I was in the first grade when I began to catch on to elections and voting – and six-year old me was absolutely offended that I couldn’t vote until I turned 18.
Later in life, when I found out that some people choose not to vote, I couldn’t understand why they would sit out something that seemed so fascinating and is so vital.
At school, there has been a big campaign to get students to pre-register to vote at age 16 so that we are ready to take part as soon as we turn 18. The emphasis is on the importance of one’s voice; it’s just one voice, but it is valid nonetheless. On the flip side, withholding your voice, your vote, is withholding a service that is crucial to democracy.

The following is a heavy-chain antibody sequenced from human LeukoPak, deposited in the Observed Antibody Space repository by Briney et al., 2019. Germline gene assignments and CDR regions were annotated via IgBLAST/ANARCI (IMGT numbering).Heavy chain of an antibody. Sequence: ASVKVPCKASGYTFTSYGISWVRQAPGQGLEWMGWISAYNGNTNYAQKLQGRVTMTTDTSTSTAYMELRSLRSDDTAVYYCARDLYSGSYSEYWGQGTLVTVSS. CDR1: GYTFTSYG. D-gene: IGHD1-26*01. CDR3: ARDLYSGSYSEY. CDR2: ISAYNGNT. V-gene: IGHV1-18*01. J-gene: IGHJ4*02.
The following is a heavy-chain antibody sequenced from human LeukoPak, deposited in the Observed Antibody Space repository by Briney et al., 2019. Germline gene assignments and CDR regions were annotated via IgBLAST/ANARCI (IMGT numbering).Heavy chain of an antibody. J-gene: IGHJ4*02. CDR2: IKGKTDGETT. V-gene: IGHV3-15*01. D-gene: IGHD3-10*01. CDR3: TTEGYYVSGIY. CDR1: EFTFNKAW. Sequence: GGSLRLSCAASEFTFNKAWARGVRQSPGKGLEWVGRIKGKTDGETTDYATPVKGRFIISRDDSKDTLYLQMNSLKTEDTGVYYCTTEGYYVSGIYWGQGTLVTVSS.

Maybe it takes somebody who can’t vote to remind those who can how important and exciting it should be. I can’t take the right to vote for granted because I don’t yet have it. But it’s easy to take for granted the rights to which you have become accustomed. Imagine what would happen, however, if those who have proclaimed no desire or intention to vote were told that they were no longer allowed to vote. There would (I hope) be an uproar of opposition.
You often hear that, if for no other reason, you should vote so you can complain with some integrity. There’s something to that, but there’s a lot more that that at stake.
If you don’t vote, you disregard the strife and struggle of Americans who overcame deplorable obstacles to gain and exercise the right to vote. Their suffering was too great and long to be in vain, too profound to be ignored out of apathy or ignorance.
So please, vote.
Lani Tunzi is in the 11th grade at Eagle Rock High School.